How Accurate Are Credit Score Estimators?

Did you try Bankrate’s score estimator when it was featured on the Consumerist two years ago? I did and I wondered how accurate that 12-question quiz was. Answer? Not bad.

I review a lot of services on my personal finance site and one of the recent tests I did was to check the accuracy of credit score estimators. Credit score estimators ask you about a dozen general questions to assess your creditworthiness and try to guess your credit score. It sounds ridiculous that it takes fewer than twelve questions to make an educated guess on your score but most estimators are that brief. But how accurate are they?

For this test, I retrieved my real credit score by signing up to myFICO, a credit monitoring service offered by Fair Isaac Corporation, the creator of the FICO score. They pull a real Equifax credit report and calculated a FICO Equifax credit score. My actual Equifax FICO credit score was 794.

myFICO’s Credit Estimator tool, which is the same as the Bankrate score estimator featured here two years ago, guessed that my credit score was between 725 and 775. Not bad. CreditKarma, a site that offers your TransUnion credit score using a TransUnion credit report, determined my score was 721. (The credit bureaus say that scores can vary up to 50 points between different bureaus)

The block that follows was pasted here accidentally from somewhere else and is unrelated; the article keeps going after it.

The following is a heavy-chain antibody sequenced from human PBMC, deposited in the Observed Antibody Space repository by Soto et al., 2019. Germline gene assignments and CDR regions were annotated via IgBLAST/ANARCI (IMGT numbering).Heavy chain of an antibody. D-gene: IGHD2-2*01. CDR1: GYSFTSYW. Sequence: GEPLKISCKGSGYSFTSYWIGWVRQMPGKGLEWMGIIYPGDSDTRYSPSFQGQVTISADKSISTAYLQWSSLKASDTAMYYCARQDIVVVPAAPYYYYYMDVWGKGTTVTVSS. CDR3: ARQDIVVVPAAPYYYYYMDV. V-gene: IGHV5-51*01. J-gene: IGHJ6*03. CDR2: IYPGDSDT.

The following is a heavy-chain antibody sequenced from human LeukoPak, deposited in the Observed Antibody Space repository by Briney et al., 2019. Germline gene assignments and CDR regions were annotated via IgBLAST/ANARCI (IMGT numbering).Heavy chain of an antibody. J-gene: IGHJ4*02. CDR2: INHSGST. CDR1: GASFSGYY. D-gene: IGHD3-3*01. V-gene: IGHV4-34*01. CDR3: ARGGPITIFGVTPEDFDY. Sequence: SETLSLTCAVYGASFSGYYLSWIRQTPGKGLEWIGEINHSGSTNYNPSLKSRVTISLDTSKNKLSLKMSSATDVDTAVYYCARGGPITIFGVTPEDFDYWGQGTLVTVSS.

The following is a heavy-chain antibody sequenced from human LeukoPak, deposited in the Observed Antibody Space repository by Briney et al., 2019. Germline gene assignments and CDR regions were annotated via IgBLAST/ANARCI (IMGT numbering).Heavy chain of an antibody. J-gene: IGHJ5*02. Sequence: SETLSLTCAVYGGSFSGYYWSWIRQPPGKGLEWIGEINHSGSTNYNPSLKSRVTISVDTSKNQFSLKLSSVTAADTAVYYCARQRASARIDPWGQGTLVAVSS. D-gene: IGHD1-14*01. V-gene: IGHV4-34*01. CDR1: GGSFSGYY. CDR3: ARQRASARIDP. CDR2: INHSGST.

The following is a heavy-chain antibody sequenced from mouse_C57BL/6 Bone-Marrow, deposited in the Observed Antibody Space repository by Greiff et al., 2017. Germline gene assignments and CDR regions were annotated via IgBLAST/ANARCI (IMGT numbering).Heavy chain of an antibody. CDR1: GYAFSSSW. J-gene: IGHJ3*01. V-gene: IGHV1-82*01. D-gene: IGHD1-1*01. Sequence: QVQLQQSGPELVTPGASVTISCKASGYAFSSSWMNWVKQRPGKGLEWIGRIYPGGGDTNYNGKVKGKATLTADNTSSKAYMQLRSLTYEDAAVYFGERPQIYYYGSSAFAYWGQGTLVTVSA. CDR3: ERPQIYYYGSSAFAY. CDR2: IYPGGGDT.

The verdict? The estimators are accurate enough if you’re simply curious roughly how good your credit is (this is, of course, based on a sample size of 1). Considering they’re free and so quick to use, they are quite effective at giving you a ballpark number. If you’re planning on getting a mortgage or a car loan, you may want to get an actual credit score so you know exactly where you stand and whether you need to improve it to get a better rate. You can do this one of two says:

  • Apply for the loan and then ask the lender what your scores are: When you apply for a loan, the lender will pull your credit scores. You can simply ask them what your score is. The downside to this is that the inquiry will be a hard inquiry, resulting in a loss of a few points, and you won’t be able to do anything to improve your score even after you find out what it is because you won’t have enough time.
  • Sign up for a bureaus’ credit monitoring service: Each of the bureau has a trial service that gives you a free FICO credit score. You’d have to sign up, get your score, and then cancel or they will begin billing you something like $15 a month for their service.

If you’re simply “curious” about your score, an estimator is good enough. And remember to regularly check your credit reports using because your score is based on the information in your reports and your report may have errors.

If you know your credit score and have used the estimators, how has its estimated score compared to your own?

Jim writes about personal finance at Bargaineering.

(Photo: samwilkinson)

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